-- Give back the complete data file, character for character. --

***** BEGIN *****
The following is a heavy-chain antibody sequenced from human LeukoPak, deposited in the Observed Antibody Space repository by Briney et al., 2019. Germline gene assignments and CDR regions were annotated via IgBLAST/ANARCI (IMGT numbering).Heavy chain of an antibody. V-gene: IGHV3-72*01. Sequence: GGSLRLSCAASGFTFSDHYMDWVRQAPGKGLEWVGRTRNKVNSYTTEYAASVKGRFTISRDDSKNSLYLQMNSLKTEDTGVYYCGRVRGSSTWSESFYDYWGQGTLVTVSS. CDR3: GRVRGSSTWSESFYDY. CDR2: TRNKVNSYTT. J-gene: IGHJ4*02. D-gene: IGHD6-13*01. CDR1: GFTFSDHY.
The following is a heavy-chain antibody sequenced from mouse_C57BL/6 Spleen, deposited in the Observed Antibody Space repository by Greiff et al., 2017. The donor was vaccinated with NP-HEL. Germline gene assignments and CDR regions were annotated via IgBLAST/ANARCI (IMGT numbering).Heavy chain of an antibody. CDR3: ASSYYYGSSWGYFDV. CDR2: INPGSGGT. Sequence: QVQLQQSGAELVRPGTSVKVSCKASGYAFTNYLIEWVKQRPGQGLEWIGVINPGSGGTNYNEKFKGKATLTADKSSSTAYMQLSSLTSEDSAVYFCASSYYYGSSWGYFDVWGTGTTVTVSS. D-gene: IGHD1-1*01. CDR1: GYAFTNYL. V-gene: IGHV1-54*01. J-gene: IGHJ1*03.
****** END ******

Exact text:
The following is a heavy-chain antibody sequenced from human LeukoPak, deposited in the Observed Antibody Space repository by Briney et al., 2019. Germline gene assignments and CDR regions were annotated via IgBLAST/ANARCI (IMGT numbering).Heavy chain of an antibody. V-gene: IGHV3-72*01. Sequence: GGSLRLSCAASGFTFSDHYMDWVRQAPGKGLEWVGRTRNKVNSYTTEYAASVKGRFTISRDDSKNSLYLQMNSLKTEDTGVYYCGRVRGSSTWSESFYDYWGQGTLVTVSS. CDR3: GRVRGSSTWSESFYDY. CDR2: TRNKVNSYTT. J-gene: IGHJ4*02. D-gene: IGHD6-13*01. CDR1: GFTFSDHY.
The following is a heavy-chain antibody sequenced from mouse_C57BL/6 Spleen, deposited in the Observed Antibody Space repository by Greiff et al., 2017. The donor was vaccinated with NP-HEL. Germline gene assignments and CDR regions were annotated via IgBLAST/ANARCI (IMGT numbering).Heavy chain of an antibody. CDR3: ASSYYYGSSWGYFDV. CDR2: INPGSGGT. Sequence: QVQLQQSGAELVRPGTSVKVSCKASGYAFTNYLIEWVKQRPGQGLEWIGVINPGSGGTNYNEKFKGKATLTADKSSSTAYMQLSSLTSEDSAVYFCASSYYYGSSWGYFDVWGTGTTVTVSS. D-gene: IGHD1-1*01. CDR1: GYAFTNYL. V-gene: IGHV1-54*01. J-gene: IGHJ1*03.